sudo -i -u postgres psql -c "\l"
PostgreSQL's default security settings may require adjustment before the account just created can be used to connect to PostgreSQL on localhost. To see if this is the case, attempt to connect (enter the password used above, e.g. "test", when prompted):
psql -U rstudio -W rstudio
If this works and you are placed at the PostgreSQL prompt, proceed to next section. If you receive an error such as below, then continue this section to fix it.
psql: error: FATAL: Peer authentication failed for user "rstudio"
Connectivity is configured via the pg_hba.conf file whose location is dependent on the PostgreSQL version, and locked down and only visible and editable for the user "postgres".
To locate pg_hba.conf, you can ask the database engine.
sudo -i -u postgres psql -c 'show hba_file';
To determine which encryption to use, issue the following command:
sudo -i -u postgres psql -c 'show password_encryption';
Note the result (e.g. "scram-sha-256" or "md5". Then open pg_hba.conf in a text editor, for example:
sudo -i -u postgres vim /var/lib/pgsql/14/data/pg_hba.conf
For our scenario, where we are going to configure RStudio to communicate with PostgreSQL on the same machine, the relevant line is the entry for "local all". Change it from using the method "peer" to either scram-sha-256 or md5 (as determined above). For PostgreSQL 14:
# TYPE DATABASE USER ADDRESS METHOD
local all all scram-sha-256
host all all 127.0.0.1/32 scram-sha-256
host all all ::1/128 scram-sha-256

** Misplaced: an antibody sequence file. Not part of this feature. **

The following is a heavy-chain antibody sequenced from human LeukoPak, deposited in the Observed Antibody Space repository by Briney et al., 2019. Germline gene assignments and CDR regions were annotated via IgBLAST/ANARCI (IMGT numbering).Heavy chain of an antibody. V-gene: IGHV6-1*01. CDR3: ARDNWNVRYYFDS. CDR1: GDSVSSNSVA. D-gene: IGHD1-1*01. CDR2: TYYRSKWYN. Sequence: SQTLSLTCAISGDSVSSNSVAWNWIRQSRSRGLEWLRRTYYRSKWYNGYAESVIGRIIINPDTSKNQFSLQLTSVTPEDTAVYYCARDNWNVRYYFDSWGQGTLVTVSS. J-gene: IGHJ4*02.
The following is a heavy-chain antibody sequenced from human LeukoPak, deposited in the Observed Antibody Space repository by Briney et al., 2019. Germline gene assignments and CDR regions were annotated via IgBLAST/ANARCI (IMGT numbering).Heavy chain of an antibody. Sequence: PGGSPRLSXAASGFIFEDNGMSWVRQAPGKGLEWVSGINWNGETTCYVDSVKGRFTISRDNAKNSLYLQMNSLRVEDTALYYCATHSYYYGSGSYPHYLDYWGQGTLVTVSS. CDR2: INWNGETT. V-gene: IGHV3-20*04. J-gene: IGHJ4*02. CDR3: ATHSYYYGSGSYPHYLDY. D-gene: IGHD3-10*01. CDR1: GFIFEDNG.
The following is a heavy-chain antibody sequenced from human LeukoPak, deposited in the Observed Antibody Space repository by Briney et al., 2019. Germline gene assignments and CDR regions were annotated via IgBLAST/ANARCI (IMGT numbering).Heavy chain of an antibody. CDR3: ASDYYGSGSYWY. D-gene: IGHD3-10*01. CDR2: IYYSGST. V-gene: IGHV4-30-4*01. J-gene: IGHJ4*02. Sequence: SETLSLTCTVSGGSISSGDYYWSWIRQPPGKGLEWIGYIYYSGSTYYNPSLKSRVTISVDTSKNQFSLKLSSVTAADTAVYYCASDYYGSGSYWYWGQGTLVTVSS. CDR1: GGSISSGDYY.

local replication all peer
host replication all 127.0.0.1/32 scram-sha-256
host replication all ::1/128 scram-sha-256
Save changes then restart the database (version and OS-specific):
sudo systemctl restart postgresql-14
Try the connection again, it should now work.
psql -U rstudio -W rstudio
Note: In a production environment, you will likely want to install RStudio Workbench on a different server than PostgreSQL. For this example, however, we will install them on the same server.
Install RStudio Workbench on the same server as PostgreSQL, and edit the /etc/rstudio/database.conf file as follows:
Save, and then stop RStudio Workbench and verify the configuration:
sudo rstudio-server stop
sudo rstudio-server verify-installation
You should receive a warning about using a plain-text password (as expected); see the Admin Guide for details on how to eliminate this warning via password encryption.
- More background information on RStudio product databases is available in Understanding the RStudio Product Databases.
- Consult the RStudio Admin Guide for additional configuration choices and considerations such as password encryption.
- Consult the PostgreSQL documentation for details on configuring connectivity to PostgreSQL when it is running on a separate machine, as will be the case in a real load-balanced RStudio Workbench configuration. There will be additional configuration needed to enable connection to a Postgres database, via password-based authentication, from a separate server.
In this article we learned basic installation and configuration of PostgreSQL for use by RStudio Workbench's internal database storage.